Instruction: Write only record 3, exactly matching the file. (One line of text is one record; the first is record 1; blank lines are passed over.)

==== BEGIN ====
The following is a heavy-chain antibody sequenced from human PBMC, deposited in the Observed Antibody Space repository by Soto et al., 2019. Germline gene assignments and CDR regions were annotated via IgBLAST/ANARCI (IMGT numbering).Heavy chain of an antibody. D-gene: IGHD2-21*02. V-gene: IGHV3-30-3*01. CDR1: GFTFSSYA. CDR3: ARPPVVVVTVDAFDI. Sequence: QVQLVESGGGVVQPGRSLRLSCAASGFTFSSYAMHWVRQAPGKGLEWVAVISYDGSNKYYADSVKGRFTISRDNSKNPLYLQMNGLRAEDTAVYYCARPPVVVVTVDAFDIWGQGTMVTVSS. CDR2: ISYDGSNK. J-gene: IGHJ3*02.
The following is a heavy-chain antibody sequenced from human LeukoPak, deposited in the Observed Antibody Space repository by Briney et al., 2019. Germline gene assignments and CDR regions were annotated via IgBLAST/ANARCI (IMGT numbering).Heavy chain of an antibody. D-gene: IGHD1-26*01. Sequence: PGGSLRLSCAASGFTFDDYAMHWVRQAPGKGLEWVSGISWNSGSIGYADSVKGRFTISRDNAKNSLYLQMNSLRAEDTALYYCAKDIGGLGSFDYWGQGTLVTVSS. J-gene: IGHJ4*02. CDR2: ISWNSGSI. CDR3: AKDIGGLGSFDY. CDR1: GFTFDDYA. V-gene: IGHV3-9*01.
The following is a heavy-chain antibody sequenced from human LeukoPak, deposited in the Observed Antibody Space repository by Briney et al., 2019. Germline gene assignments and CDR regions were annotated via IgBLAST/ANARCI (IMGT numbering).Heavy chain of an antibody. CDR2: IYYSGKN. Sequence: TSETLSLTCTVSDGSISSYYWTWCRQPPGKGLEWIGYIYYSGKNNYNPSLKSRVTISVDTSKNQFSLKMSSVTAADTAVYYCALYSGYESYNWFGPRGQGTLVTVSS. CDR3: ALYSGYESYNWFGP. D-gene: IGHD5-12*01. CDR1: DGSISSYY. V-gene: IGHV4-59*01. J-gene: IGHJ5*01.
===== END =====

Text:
The following is a heavy-chain antibody sequenced from human LeukoPak, deposited in the Observed Antibody Space repository by Briney et al., 2019. Germline gene assignments and CDR regions were annotated via IgBLAST/ANARCI (IMGT numbering).Heavy chain of an antibody. CDR2: IYYSGKN. Sequence: TSETLSLTCTVSDGSISSYYWTWCRQPPGKGLEWIGYIYYSGKNNYNPSLKSRVTISVDTSKNQFSLKMSSVTAADTAVYYCALYSGYESYNWFGPRGQGTLVTVSS. CDR3: ALYSGYESYNWFGP. D-gene: IGHD5-12*01. CDR1: DGSISSYY. V-gene: IGHV4-59*01. J-gene: IGHJ5*01.